Fiat Chrysler Automobiles (FCA) is being investigated for potential emissions cheating by authorities in Germany, Switzerland and Italy.
The car maker’s offices, including those of truck maker CNH, were raided following claims that some of its engines produced illegal levels of emissions.
Potentially illegal software was allegedly detected in Multijet diesel engines used in Alfa Romeo, Jeep and Fiat cars, plus Iveco and Fiat commercial vehicles.
Prosecuters claim that more than 200,000 vehicles could be affected in Germany alone.
Affected engines include Euro 5 and 6 variants of the 1.3-litre, 1.6-litre and 2.0-litre Multijet diesel engine.
A statement from Eurojust, a European Union agency for criminal cooperation across member states, said: "Defeat devices are illegal according to the European Union regulations in place. Vehicles with defeat devices are not approved for road usage in the EU and consumers with such devices installed in their cars face possible driving bans."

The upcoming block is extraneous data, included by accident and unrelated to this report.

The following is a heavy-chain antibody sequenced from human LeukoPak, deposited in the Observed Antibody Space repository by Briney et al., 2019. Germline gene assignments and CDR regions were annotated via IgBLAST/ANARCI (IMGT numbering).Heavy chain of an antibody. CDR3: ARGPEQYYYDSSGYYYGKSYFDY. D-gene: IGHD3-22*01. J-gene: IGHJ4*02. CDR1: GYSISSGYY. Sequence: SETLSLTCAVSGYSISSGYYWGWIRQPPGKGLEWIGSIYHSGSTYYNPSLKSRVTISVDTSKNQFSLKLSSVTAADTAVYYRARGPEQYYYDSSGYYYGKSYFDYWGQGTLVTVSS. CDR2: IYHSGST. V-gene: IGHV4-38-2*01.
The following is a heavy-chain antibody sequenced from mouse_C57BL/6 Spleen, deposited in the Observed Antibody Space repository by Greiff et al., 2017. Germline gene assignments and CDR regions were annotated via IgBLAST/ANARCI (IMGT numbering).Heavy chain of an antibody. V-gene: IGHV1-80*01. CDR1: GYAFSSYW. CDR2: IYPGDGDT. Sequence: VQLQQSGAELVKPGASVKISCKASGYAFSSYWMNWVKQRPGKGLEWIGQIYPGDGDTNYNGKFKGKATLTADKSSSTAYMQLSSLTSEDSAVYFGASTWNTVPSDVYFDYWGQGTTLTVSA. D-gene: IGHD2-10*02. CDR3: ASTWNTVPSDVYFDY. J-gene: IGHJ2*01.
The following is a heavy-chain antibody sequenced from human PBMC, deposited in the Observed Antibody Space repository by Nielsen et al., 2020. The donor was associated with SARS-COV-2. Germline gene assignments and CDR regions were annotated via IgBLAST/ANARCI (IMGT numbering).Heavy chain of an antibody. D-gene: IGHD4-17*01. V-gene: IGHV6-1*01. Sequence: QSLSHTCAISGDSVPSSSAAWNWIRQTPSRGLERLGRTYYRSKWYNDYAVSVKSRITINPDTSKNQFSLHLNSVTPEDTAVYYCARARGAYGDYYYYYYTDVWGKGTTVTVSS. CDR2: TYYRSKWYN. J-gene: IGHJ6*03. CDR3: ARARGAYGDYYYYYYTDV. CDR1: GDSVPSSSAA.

The probe is said to be looking into a "number of people" who may have been involved in allegedly allowing use of the devices.
An FCA spokesman confirmed that a number of the company's offices in Europe were visited by investigators in the context of a request for assistance by magistrates in Germany. The spokesman said the business is cooperating fully with authorities.
FCA and CNH Industrial are both controlled by Exor, the holding company of Italy's Agnelli family.
Renault and Nissan were recently accused of emissions cheating following allegations made against Mercedes-Benz.
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